Nevin Morrison, Steven Russell, and Clayton
November 8, 1999
For: Dr. Neil Little
Studies on the increase of skeletal muscle mass have become a
popular area in the field of kinesiology and sport sciences in
recent years. Science is continually trying to push the
human body to reach its maximum potential. Athletes and
coaches are continually searching for new ways in which they can
gain an edge over their competition. The effects in this
field of study go beyond the sport and science realms as society
pushes its cultural values of the skinny woman and the
strong man This field of study is also becoming popular for
the elderly as they attempt to maintain muscle mass while aging
in an attempt to prolong their healthy active life.
The scientific basis of increasing skeletal muscle mass
The following paper will provide an overview of the scientific
basis of increasing skeletal muscle mass. It will also,
include four major areas which relate to this increase in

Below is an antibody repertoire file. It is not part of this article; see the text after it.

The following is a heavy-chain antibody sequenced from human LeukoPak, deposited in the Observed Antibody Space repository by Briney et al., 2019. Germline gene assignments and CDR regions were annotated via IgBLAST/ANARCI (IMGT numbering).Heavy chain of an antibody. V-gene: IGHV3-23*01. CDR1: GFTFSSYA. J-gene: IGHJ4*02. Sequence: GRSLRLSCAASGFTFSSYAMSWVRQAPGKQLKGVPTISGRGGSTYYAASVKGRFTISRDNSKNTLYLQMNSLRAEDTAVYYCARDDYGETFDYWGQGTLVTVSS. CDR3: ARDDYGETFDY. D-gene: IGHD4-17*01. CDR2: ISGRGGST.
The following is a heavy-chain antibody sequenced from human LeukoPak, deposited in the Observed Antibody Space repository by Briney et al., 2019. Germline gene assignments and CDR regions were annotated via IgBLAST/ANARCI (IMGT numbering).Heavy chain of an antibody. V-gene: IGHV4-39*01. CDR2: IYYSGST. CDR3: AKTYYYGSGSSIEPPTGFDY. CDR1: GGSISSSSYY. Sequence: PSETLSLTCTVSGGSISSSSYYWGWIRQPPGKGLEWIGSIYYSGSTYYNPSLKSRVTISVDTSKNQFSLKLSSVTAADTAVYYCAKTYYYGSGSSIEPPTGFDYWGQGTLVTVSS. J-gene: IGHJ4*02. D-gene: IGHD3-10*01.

skeletal muscle mass. These areas will be the training
principles of muscle gain, nutrition and its effects on muscle
gain, supplements and their ability to help increase muscle mass,
and hormone muscle enhancing drugs and how they help to increase
skeletal muscle growth.
The first area that will be addressed is the training principles
behind increasing skeletal muscle mass. This will include a
scientific overview of the physiology behind increasing muscle
mass. We will also explore the most popular theories behind
muscular growth. The energy systems that aid anaerobic muscular
contraction will also be looked at in this section. The
training curve will be thoroughly explained along with its
relation to a proper program for increasing skeletal muscle mass.
We will then explain different types of skeletal muscle
contractions and how they can be used as a stimulus for muscular
growth. In this same area we will explain the importance of
the intensity and type of physical stress required to increase
skeletal muscle mass. We will also highlight different
training techniques designed for optimal muscular growth, while
considering rest and recovery periods between workouts. The
effects of genetics and gender on muscular growth will conclude
the training principles section of our paper.